ASTRO 2020: Does a Reduced Radiation Field Decrease Toxicity in Advanced Thyroid Cancer?
Posted: Thursday, November 5, 2020
According to Ana P. Kiess, MD, PhD, of Johns Hopkins University School of Medicine, Baltimore, and colleagues, reduced fields of external-beam radiation therapy may be associated with less toxicity while maintaining locoregional disease control in patients with differentiated thyroid cancer. The results of this study were recently presented during the 2020 American Society for Radiation Oncology (ASTRO) Annual Meeting (Abstract 3913).
“With validation in a larger cohort, these findings may inform future guidelines to ultimately improve quality of life for patients with advanced thyroid cancer who receive external-beam radiation therapy,” the investigators concluded.
The researchers focused on data from the Oncospace database on 42 patients with differentiated thyroid cancer who underwent either unilateral (n = 10) or bilateral (n = 32) external-beam radiation therapy between 2009 and 2019. Follow-up data were provided for a median of 16 months after treatment.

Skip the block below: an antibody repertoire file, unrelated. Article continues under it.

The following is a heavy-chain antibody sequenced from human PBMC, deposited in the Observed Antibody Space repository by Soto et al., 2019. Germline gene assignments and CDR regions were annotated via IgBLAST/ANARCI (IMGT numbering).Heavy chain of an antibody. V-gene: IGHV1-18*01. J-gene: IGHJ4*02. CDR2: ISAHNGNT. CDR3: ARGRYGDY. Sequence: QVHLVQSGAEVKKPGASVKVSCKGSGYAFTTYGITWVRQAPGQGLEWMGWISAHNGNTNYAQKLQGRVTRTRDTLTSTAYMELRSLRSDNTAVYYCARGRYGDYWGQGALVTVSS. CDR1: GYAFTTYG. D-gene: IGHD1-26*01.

Locoregional failure was observed in one patient; however, the unilateral radiation field had been significantly reduced due to prior treatment of a childhood malignancy. The locoregional control rates at 2 years were 100% and 90% in patients who underwent bilateral and unilateral radiation therapy, respectively. Patients who underwent unilateral radiation therapy appeared to have significantly lower mean doses of radiation to the contralateral parotid gland than those who underwent bilateral radiation therapy (P = .04).
According to the investigators, patients who underwent unilateral radiation therapy seemed to experience less severe acute toxicities. Grade 2 or 3 xerostomia (28%), dysphagia (12%), and mucositis (9%) were reported in patients who underwent bilateral radiation therapy; however, these adverse events were not observed in those who underwent unilateral radiation therapy.
Disclosure: For full disclosures of the study authors, visit redjournal.org.